“Rich and Wonderful Glazes”: East Asian Pottery from the Freer Collection in New York City
In the spring of 1914, the sumptuous galleries of the Knoedler & Co. dealership on Fifth Avenue in New York City hosted an unprecedented exhibition titled Chinese, Corean [sic] and Japanese Potteries. Organized by the Japan Society in partnership with the Asiatic Institute, the exhibition ran its twenty-day course from the 2nd to the 21st of March, 1914—closing 107 years ago today. It was the first time that at least part of the American public could enjoy some of the best private collections of East Asian ceramics in the United States all in one place and accompanied by a lavish catalogue.
Freer Gallery of Art founder Charles Lang Freer was not only one of the lending collectors; he also took on curatorial and entrepreneurial roles.
Freer served on the “pottery committee” with seven other collectors; covered half of the expenses for British Museum curator Robert Lockhart Hobson to travel to the United States to catalogue the Chinese and Korean ceramics; and commissioned a photographer, Lawrence X. Champeau, to document the show. The photographs that you can enjoy on this page are drawn from the Freer-commissioned album.
Freer’s dedication to this exhibition was partially motivated by the fact that almost a quarter of all exhibited ceramics were his: nineteen Japanese ceramics, twenty-eight Korean ceramics, and thirty-six Chinese ceramics—totaling eighty-three objects out of 372.
But one could argue that his interest in the show’s success and afterlife also sprang from both a desire to build his legacy and an awareness of the growing importance of the Freer collection, which at the time had already been bequeathed to the Smithsonian.
The Knoedler & Co. exhibition revealed a major change in collectors’ tastes, moving away from blue-and-white and polychrome, intricately decorated porcelain to largely monochrome and richly glazed stoneware. Freer’s collection of East Asian pottery exemplified taste in the latter and served to signal this shift in preference to the American art world and to the art-loving public of the United States.
From its preparatory stages to its conclusion, the exhibition tells the story of an international network of collectors and curators who shared a passion for East Asian art, particularly ceramics. For example, Rose Sickler Williams contributed to the catalogue with an essay on Chinese ceramics from Beijing (at the time romanized as Peking). The archaeologist and ceramics collector Edward Sylvester Morse, whose career straddled Japan and Massachusetts, was invited to “inspect” the Japanese objects intended for display.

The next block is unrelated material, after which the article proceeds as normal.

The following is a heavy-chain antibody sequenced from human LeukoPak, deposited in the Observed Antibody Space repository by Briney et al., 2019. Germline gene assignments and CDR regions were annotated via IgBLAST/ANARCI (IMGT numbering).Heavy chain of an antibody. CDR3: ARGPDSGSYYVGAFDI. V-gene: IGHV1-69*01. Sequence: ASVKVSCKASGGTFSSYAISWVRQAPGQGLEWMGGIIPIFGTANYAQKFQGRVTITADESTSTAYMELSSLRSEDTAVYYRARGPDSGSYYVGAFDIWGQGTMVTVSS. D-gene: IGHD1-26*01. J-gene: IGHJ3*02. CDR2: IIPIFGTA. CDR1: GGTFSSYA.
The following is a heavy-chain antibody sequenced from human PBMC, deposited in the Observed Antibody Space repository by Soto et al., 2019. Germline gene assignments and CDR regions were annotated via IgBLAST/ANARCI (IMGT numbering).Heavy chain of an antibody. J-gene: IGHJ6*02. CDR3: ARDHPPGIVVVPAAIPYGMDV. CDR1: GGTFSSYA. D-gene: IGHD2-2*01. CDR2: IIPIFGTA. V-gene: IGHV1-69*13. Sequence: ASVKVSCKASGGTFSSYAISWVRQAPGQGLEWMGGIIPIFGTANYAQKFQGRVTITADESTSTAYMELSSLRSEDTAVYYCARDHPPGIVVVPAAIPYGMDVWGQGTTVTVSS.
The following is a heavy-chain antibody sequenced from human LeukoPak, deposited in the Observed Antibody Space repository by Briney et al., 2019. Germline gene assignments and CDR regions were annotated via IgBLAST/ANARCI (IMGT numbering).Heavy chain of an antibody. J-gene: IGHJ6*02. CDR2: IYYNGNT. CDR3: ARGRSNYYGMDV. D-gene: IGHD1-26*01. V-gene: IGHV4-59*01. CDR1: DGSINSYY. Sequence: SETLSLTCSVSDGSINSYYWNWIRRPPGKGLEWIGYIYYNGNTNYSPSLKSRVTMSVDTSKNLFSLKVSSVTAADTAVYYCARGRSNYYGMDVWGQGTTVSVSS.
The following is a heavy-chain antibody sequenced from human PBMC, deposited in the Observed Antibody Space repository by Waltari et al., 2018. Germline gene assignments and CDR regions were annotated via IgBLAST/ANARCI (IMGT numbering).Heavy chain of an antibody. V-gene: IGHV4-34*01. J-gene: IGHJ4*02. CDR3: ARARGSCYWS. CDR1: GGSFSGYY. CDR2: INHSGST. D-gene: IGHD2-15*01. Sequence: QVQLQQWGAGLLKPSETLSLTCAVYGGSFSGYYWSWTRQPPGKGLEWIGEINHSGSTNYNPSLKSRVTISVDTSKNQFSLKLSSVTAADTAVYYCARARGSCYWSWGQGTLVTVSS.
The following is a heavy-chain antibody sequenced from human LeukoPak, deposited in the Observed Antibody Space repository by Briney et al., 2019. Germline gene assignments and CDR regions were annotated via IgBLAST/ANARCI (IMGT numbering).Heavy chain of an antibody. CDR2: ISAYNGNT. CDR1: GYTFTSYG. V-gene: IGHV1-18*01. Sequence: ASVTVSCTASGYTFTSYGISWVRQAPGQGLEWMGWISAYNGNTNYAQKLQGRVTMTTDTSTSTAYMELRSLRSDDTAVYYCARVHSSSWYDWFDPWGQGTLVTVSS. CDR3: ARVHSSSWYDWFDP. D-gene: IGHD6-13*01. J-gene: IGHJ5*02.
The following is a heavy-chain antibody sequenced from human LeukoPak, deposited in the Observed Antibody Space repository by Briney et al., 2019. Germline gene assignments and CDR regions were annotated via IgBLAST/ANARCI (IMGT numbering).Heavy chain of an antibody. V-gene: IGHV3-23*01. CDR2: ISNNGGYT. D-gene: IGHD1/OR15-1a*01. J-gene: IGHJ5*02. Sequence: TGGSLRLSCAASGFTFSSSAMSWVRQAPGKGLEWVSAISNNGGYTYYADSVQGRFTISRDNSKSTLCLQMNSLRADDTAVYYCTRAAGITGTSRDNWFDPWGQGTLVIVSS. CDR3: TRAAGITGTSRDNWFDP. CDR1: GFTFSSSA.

Morse was an advisor to many of the lending collectors, including the Detroit-based Freer. By the time the exhibition opened, preparations involved collectors and admirers of East Asian ceramics from London, Boston, New York, Detroit, Beijing, and Tokyo.
Illustrated in this post are three cases from the exhibition that featured Korean, Chinese, and Japanese ceramics, respectively. (To learn more about the Freer objects that traveled to New York for this exhibition, click on the ceramics’ accession numbers in the captions.)
In the Knoedler galleries, each case contained objects drawn from multiple private collections, grouped by region and artistic tradition. This model was significant: it de-emphasized the ownership and taste of the individual collector and prioritized a regional and cultural understanding of the ceramics.
The exhibition catalogue provides a cross section of what, at the time, one could learn about East Asian ceramics. For example, many of the Japanese ceramics in the exhibition, including Freer’s, spoke to the tea ceremony culture of Edo-period Japan—an art-historical aspect that the catalogue did capture, although the emphasis was more on visual analysis than on historical context. As Morse wrote in the “Prefatory Note,” the exhibition’s selection of Japanese objects illustrated the “rich and wonderful glazes of Japanese pottery.” That remains as true today as it did in 1914.